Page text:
Paedophiles will lose their houses, cars and cash in crackdown

Federal police are confiscating child sex offenders’ homes, cars, and other assets as part of new crime laws.

  • Australian Minister Peter Dutton revealed new laws regarding pedophiles over the weekend.
  • Federal police will be allowed to seize child sex offender’s property.
  • The Australian Federal Police promises to ‘unleash maximum damage’. 

On Sunday, Australian Home Affairs Minister Peter Dutton announced groundbreaking new crime laws that will allow cops to seize properties of people involved in child sex trafficking, Daily Mail reports. Minister Dutton stated: 

“If a sex offender is found to be profiting or seeking to gain from the exploitation of children, they can expect to have their bank account, their home or even their car seized. We are going to target those who profit from an abhorrent trade in child abuse.”

Credits: AFP

The new laws come as the Australian Federal Police revealed there is an unthinkable high demand from Australians who support online child sex abuse. A piece of terrifying information states that the people of Australia are paying impoverished parents to film themselves while sexually abusing their own children.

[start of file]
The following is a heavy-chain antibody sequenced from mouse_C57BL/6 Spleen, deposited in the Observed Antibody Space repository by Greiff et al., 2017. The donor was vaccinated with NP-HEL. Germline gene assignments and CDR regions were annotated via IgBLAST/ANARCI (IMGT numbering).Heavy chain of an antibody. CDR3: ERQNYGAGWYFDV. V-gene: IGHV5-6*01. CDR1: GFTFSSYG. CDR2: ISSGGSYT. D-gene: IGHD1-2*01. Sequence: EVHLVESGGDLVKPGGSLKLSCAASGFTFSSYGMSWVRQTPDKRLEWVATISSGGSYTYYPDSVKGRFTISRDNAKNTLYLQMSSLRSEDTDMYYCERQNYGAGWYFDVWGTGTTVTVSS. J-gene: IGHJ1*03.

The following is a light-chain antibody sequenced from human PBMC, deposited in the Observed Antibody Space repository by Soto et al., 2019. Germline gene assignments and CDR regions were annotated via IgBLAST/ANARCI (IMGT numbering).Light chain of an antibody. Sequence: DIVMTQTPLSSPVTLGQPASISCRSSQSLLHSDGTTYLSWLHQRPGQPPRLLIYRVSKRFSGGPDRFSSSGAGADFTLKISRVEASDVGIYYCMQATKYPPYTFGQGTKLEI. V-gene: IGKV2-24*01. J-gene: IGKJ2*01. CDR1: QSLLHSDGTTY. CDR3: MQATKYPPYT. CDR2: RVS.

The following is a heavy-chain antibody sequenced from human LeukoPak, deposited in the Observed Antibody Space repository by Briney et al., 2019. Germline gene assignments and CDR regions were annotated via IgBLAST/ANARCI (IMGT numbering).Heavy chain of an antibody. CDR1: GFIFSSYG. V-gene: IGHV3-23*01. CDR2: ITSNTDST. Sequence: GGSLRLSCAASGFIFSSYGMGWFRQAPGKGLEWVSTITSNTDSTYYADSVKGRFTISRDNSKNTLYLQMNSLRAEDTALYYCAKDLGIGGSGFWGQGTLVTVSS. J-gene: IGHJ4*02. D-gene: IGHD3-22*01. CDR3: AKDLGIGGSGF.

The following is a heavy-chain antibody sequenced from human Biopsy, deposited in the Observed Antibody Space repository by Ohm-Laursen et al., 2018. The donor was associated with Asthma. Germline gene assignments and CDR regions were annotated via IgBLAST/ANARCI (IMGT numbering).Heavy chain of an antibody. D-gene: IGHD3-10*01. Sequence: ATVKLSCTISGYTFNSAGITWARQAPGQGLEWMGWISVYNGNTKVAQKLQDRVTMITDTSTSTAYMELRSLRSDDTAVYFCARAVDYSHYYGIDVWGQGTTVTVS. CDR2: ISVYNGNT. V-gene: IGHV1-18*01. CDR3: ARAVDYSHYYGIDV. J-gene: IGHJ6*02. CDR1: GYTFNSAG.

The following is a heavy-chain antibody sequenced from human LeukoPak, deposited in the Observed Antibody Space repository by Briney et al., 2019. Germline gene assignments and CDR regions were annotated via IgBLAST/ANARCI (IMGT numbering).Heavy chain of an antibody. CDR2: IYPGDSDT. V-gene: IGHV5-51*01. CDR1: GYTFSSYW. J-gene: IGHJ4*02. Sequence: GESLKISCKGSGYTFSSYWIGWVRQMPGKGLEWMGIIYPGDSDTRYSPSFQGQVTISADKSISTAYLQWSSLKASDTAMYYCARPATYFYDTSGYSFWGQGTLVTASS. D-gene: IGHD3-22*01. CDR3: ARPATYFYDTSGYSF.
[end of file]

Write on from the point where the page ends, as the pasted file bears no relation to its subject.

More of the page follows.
Regarding this distressing data, AFP Commissioner Reece Kershaw said in a statement: 

“We will go after the assets of paedophiles. It is truly sickening that offenders are profiting from the abuse, degradation and misery of children. I make no apologies for using the full force and application of the law in our fight to lock these offenders away, and strip them of their tainted assets.”

The AFP commissioner claims they will ‘unleash maximum damage’ to pedophiles.

The Criminal Assets Confiscation Taskforce (CACT), led by AFP, will enforce a ‘new and aggressive’ strategy while going after the child sex abusers. The confiscation taskforce will track online money trails with the help of police, lawyers, financial investigators, and forensic accountants.

Credits: AFP

If CACT’s unit detects someone trying to earn money from the sex-trafficking of children, they will have the right to confiscate this person’s home, cash, and other assets. Kershaw adds: 

“The CACT is highly skilled at what they do, and are relentless and determined in their pursuit for justice.”

The AFP also revealed that internet servers crashed because of the high surge of child abuse content viewed by Australians. AFP Assistant Commissioner Lesa Gale explained: 

“Australian law enforcement officers observed sites hosting online sexual abuse material crashing since the start of the COVID-19 pandemic due to the increased volume of traffic.”

During the nationwide lockdown, dark forums had doubled their internet traffic. In the report, Kershaw claims that ‘the AFP has a number of ongoing investigations into child sex predators on the dark web’. However, he admits it could take years to catch just one offender.

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